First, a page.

More than 63 percent of American children and 55 percent of Americans live in “asset” poverty, meaning they have few or no assets to rely on in the event of a financial shock such as a job loss, a medical crisis or the recent federal government shutdown, new research from Oregon State University indicates.
When families lack assets such as vehicles, homes, savings accounts or investments, weathering a financial crisis is that much more difficult, said Dr. David Rothwell, an assistant professor in Oregon State University College of Public Health and Human Sciences.
The study is believed to be the first to explore asset poverty among American children. It was published recently in the journal Children and Youth Services Review. Co-authors are Dr. Timothy Ottusch of the University of Arizona and Dr. Jennifer Finders of Purdue University.
A growing body of research suggests that parents’ asset levels predict academic achievement, educational expectations and likelihood of college enrollment and graduation. Families with assets that can be used when income is disrupted are also likely to experience less financial stress and strain.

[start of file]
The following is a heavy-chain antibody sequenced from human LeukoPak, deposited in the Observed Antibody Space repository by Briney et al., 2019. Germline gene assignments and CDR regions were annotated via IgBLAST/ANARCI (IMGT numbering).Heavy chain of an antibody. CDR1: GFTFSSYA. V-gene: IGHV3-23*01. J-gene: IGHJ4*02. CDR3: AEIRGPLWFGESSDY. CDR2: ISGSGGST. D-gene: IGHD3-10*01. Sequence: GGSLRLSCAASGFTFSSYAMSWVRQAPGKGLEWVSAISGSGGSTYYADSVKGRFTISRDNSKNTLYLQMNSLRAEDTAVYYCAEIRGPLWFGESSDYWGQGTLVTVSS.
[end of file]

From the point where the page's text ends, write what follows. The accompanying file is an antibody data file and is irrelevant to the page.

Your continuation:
Yet asset poverty is higher than income poverty for children and families. In a 2018 study of Canadian families, researchers, including Dr. Rothwell, found that asset poverty was two to three times more prevalent than income poverty. Families can have adequate day-to-day funds but be asset-poor and would likely struggle during a financial shock.
“Recessions, natural disasters, government shutdowns … these things happen,” Dr. Rothwell said. “What we’re looking at is what tools families have to respond when these events take place. It’s almost like an insurance mindset.”
Read more about the study on asset poverty.Tags: Friday Letter Submission